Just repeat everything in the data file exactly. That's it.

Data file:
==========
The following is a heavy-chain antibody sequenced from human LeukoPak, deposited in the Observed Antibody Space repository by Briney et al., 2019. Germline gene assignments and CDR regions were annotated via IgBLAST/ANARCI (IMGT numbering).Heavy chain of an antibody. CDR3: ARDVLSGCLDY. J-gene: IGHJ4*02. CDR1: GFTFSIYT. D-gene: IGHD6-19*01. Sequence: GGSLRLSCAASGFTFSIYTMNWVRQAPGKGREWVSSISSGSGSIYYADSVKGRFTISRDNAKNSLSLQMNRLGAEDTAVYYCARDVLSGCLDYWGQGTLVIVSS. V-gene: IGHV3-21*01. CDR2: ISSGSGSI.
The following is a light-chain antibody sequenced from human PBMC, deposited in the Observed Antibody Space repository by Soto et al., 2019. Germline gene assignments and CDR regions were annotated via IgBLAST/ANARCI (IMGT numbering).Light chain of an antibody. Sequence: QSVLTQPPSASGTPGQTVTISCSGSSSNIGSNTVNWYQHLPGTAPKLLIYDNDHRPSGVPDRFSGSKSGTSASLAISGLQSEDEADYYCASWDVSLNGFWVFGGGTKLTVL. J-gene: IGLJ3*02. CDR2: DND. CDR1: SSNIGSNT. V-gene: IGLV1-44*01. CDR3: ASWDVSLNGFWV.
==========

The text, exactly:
The following is a heavy-chain antibody sequenced from human LeukoPak, deposited in the Observed Antibody Space repository by Briney et al., 2019. Germline gene assignments and CDR regions were annotated via IgBLAST/ANARCI (IMGT numbering).Heavy chain of an antibody. CDR3: ARDVLSGCLDY. J-gene: IGHJ4*02. CDR1: GFTFSIYT. D-gene: IGHD6-19*01. Sequence: GGSLRLSCAASGFTFSIYTMNWVRQAPGKGREWVSSISSGSGSIYYADSVKGRFTISRDNAKNSLSLQMNRLGAEDTAVYYCARDVLSGCLDYWGQGTLVIVSS. V-gene: IGHV3-21*01. CDR2: ISSGSGSI.
The following is a light-chain antibody sequenced from human PBMC, deposited in the Observed Antibody Space repository by Soto et al., 2019. Germline gene assignments and CDR regions were annotated via IgBLAST/ANARCI (IMGT numbering).Light chain of an antibody. Sequence: QSVLTQPPSASGTPGQTVTISCSGSSSNIGSNTVNWYQHLPGTAPKLLIYDNDHRPSGVPDRFSGSKSGTSASLAISGLQSEDEADYYCASWDVSLNGFWVFGGGTKLTVL. J-gene: IGLJ3*02. CDR2: DND. CDR1: SSNIGSNT. V-gene: IGLV1-44*01. CDR3: ASWDVSLNGFWV.